- Post 10 May 2012
- Last Updated on 10 May 2012
- By Levi Obijiofor
Of all the nasty things I have heard people hurl angrily at President Goodluck Jonathan, I have never heard anyone accuse him of indecision or slowness to act. Jonathan is a great president because he is imbued with greatness. That is the hallmark of a statesman. A statesman needs to think slowly, carefully and must be willing to consult widely with superior beings and with people in his constituency. This is what Jonathan has been doing admirably in his quest to steer Nigeria in the direction of greatness.
A great leader must never be in a hurry to act. A great leader does not fret when everyone sweats. A statesman does not live by dreams because dreams are illusory. All forms of hallucination are reserved for ordinary men and women. Jonathan is not an ordinary man or president. As a great president, he lives by practical experiences and the iron will to survive. Jonathan is a man of uncommon courage.
Ever since he mounted the throne at Aso Rock, Jonathan has lived like a harmless king who applies the iron fist only when things get out of control. Everything is under control in Nigeria and so we don’t need a political Leviathan to govern us. Only weak leaders struggle to shepherd their flock. A nation of so many ethnic nationalities, so many religious groups, so many interest groups and so many dancers of fortune should be governed by a president such as Jonathan. We need a president who calls things as he sees them based on the sharpness of his vision. That attribute is highly needed among political leaders in Nigeria.
I have heard people make irresponsible comments about how corruption is consuming our lives in Nigeria. We like to exaggerate our national lifestyle. It may be true that corruption is oozing out of every government department, parastatal and ministry but everything is under control. It may be true that the stinking odour of gross abuse of office, corruption, and misappropriation of public funds is widespread in the country but it is also important to clarify two points. First, these criminal activities are no worse now than they were in the past. Second, Jonathan has only served as president for one year. He did not institute or instigate these fraudulent activities. He has no obligation to fight these crimes. We cannot attribute to our president illegal activities that preceded his government.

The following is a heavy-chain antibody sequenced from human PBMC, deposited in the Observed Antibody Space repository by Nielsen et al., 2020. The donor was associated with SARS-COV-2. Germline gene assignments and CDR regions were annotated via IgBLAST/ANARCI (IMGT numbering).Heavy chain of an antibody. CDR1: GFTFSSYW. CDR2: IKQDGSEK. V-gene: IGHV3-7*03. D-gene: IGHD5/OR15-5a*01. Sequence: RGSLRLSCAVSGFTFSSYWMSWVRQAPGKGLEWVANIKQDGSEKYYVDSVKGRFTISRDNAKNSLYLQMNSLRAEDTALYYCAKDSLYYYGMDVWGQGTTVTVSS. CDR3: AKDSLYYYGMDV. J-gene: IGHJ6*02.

Fraudulent activities are perpetrated by senior officers and agents of the federal, state and local governments who were appointed to serve us. The president does not condone these evil men and women and he cannot take responsibility for their criminal behaviour. Everywhere you look in Nigeria, there is so much disorder and so much financial misconduct you have to wonder whether the country is now an open game in which people with the most criminal minds test their skills on how to strip the country of any remnants of resources and funds meant for the sustenance of the less privileged members of our society. But how do these problems concern Jonathan? The president can only do so much to the best of his abilities. The officers he appointed should do the rest and serve the nation to the best of their abilities too.
Every day, we read about how men and women in high places who have no scruples connived to undercut the system they were appointed to serve. Some people have said they are upset that we have a president who is neither hurrying nor willing to wrest control from the buccaneers who are determined to continue to plunder the resources of the state. This is an unfair criticism.
Look at the sleaze and disgusting acts of corruption that are emerging from the Securities and Exchange Commission (SEC). What has Jonathan got to do with the shocking and imprudent use of funds by a group of highly placed officials of the SEC and the Nigeria Stock Exchange (NSE)? Soon, Jonathan’s political opponents and the agents of destabilisation will attempt to link Jonathan to that scandal. Jonathan has not even been elected president when the alleged corruption took place at the NSE and SEC. So, no one should ask the president to act to restore financial accountability and transparency at the SEC and the NSE.